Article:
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When you stand up and breathe it is easy to see your chest rise and fall.  When you lay down you will notice your stomach rising and falling during inhalation and exhalation.  Both parts of your body can hold air.  Both parts of your body can hold air at the same time.  It is crippling your breath support to only inflate a portion of your body. 

When you inhale imagine that you are filling up your stomach and your chest.  Then imagine the air filling up your sides and your back.  Your whole torso should feel like a balloon.  Take slow breathes and sip the air in a little at a time until you are about to pop.  Then release it.  Filling up your body this way gives you maximum air support.  Well trained musicians can do this in a single large breath.  This is how they can play more than four measures before they take another breath. 

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Tip 4: Use A Toy

There are many tools, toys, or apparatuses that can either help increase your lung strength or measure your current capacity.  Some of these are really innovative devices.  Some are expensive and some are made at home.  A cheap toy I like is the whoopee cushion.  Just buy one at a gag shop and then practice trying to fill the cushion with a single breath. 

The tool I use the most is a small piece of pvc piping.  Just go to a hardware store and find some piping that has a diameter between a silver dollar and a quarter.  It doesn't have to be very long; about the length of your index finger.  

I used this piping in my warm-ups.  It helped me to learn to keep the back of my throat open.  This helps keep your throat from inhibiting your air flow.  The piping also makes you exhale a lot of air at once.  With constant practice I was able make my exhale last four beats longer than when I had started using the pipe.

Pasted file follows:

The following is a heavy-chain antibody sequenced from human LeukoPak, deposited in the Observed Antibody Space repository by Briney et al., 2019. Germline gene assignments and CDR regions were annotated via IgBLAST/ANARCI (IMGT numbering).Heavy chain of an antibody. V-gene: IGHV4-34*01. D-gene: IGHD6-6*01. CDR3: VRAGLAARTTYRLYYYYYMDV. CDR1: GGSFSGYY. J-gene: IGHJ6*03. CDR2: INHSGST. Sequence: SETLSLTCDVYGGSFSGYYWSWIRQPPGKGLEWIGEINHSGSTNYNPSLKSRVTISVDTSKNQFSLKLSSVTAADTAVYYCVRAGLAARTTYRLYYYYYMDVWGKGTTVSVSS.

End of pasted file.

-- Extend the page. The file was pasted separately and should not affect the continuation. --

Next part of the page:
Other tools are found on various websites and music stores.  If you have an instructor ask what devices they would recommend.  Switching up devices can also be a good way to mix up your practicing regimen, making it exciting and fun.

Tip 5: Drive Through Your Notes

Musicians know that there is more to air than just breathing.  It is a tool we use to guide the music that we hear or create.  One of the best instructions I received while studying in school was to drive through my notes. 

What this means is to let the air move through your scales, 16th note runs, or other phrases.  Before I understood this concept I would stop breathing between each note.  It slowed me down and made my phrases choppy.  My melodies lacked continuity.  When I began driving the air through my phrases the notes connected better, my speed increased and the melodies became richer. 

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I picture this idea like a water hose.  Lets say I was watering several plants.  I want to water each one separately without letting water come between them.  I could turn off the water every time I finished one plant and move to another but this would be time-consuming and long.  On the other hand if I kink the hose, the water is still running but I just stopped it for the times I desired.  I can water the plants quickly without a lot of restart.

 

If we stop our breath every time we change notes our playing will suffer.  If we keep our breath flowing but plug it with our tongue than it is always ready for us when we want.  This  common sense concept changed my playing a lot.  Give it a try to see what you think. 

Breathing 7
Breathing and Visualisation
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(price as of May 29, 2015)